Divining legislative purpose is a dubious undertaking in the best of circumstances, but the task is all but impossible in gerrymandering cases. “Electoral districting is a most difficult subject for legislatures,” a pure “exercise [of] the political judgment necessary to balance competing inter-ests.” Miller, 515 U. S., at 915. We have therefore cau-tioned courts to “be sensitive to the complex interplay of forces that enter a legislature’s redistricting calculus.” Id., at 915–916.

It is those same legislative branches, State and federal, to which the federal constitution has granted oversight of redistricting, not the judiciary:

Although States have the initial duty to draw district lines, the Elections Clause commits exclusive supervisory authority over the States’ drawing of congressional districts to Congress—not federal courts. It provides: “The Times, Places and Manner of holding Elections for Senators and Representatives, shall be prescribed in each State by the Legislature thereof; but the Congress may at any time by Law make or alter such Regulations, except as to the Places of chusing Senators.” Art. I, §4, cl. 1. The first part of the Clause “imposes a duty upon” state legislatures to “pre-scribe the details necessary to hold congressional elections.” U. S. Term Limits, Inc. v. Thornton, 514 U. S. 779, 862 (1995) (THOMAS, J., dissenting). The second part “grants power exclusively to Congress” to police the state legisla-tures’ performance of their duty. Id., at 864. Critically, the Clause leaves the Judiciary out of the districting process entirely.

The Clause’s assignment of roles is comprehensive. For example, a state legislature’s responsibility over congres-sional elections “ ‘transcends any limitations sought to be imposed by the people of a State’ ” through other state ac-tors; the state legislature is the exclusive state authority. Moore v. Harper, 600 U. S. 1, 58 (2023) (THOMAS, J., dis-senting) (quoting Leser v. Garnett, 258 U. S. 130, 137 (1922)). In a similar vein, the Clause makes Congress the exclusive federal authority over States’ efforts to draw con-gressional districts, to the exclusion of courts.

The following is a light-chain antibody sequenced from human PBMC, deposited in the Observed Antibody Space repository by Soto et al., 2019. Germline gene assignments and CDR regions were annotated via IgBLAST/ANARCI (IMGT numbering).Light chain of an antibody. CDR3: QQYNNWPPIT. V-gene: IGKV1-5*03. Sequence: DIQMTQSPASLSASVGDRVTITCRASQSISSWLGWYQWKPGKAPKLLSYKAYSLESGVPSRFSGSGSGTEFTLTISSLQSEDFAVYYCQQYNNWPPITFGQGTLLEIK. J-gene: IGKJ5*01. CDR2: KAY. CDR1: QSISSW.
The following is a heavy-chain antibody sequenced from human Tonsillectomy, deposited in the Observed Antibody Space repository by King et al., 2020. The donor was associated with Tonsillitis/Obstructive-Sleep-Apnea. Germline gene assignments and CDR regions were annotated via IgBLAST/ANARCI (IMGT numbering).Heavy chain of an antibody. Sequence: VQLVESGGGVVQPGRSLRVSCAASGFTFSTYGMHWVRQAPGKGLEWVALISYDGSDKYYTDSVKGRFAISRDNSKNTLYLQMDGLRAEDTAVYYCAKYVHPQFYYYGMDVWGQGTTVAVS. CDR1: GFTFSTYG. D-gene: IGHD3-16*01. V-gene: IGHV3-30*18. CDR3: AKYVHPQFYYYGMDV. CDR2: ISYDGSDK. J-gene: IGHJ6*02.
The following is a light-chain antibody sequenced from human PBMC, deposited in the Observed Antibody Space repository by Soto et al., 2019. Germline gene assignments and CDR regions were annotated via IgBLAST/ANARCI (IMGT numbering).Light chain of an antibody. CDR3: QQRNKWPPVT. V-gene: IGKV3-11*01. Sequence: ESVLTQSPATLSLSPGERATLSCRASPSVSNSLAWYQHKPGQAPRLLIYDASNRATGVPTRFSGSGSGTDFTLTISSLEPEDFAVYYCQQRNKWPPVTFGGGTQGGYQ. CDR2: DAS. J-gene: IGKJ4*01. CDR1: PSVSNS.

The later 14th and 15th Amendments did not change this arrangement:

None of the Constitution’s other provisions undercuts or countermands the Elections Clause’s clear mandate for Congress to supervise the States’ districting efforts. The Court has viewed the Fourteenth and Fifteenth Amend-ments as the source of its authority to entertain challenges to districts. But, the Reconstruction Amendments are per-fectly consistent with Congress’s exclusive authority to oversee congressional districting.

. . . Reading the Equal Protection Clause—or anything else in §1 of the Fourteenth Amendment—to invite judicial in-volvement in disputes over voting rights also ignores the fact that another part of the Fourteenth Amendment deals directly with those rights. Section 2 provides that “when the right to vote . . . is denied” to a State’s voting-age male citizens “or in any way abridged,” the State’s apportionment of congressional representatives “shall be reduced in the proportion” of the denial of the franchise. Congress alone can provide that remedy through its power to apportion rep-resentatives among the States. See Art. I, §2, cl. 3. Federal courts are therefore unable to enforce §2. See Saunders v. Wilkins, 152 F. 2d 235 (CA4), cert. denied, 328 U. S. 870 (1945). The express provision of a nonjudicial remedy for voting-rights violations in §2 counsels against reading §1 to allow judicial remedies implicitly in those same voting-rights disputes. Cf. Reynolds v. Sims, 377 U. S. 533, 594 (1964) (Harlan, J., dissenting).

Reading the Equal Protection Clause to support claims for racial gerrymandering or vote dilution also makes the existence of the Fifteenth Amendment unexplainable. If §1 of the Fourteenth Amendment allows for such fulsome pro-tection of the franchise by federal courts, it is hard to see why “Congress and the States still found it necessary to adopt the Fifteenth Amendment—which protects ‘[t]he right of citizens of the United States to vote’—two years af-ter the Fourteenth Amendment’s passage.” McDonald, 561 U. S., at 852 (opinion of THOMAS, J.).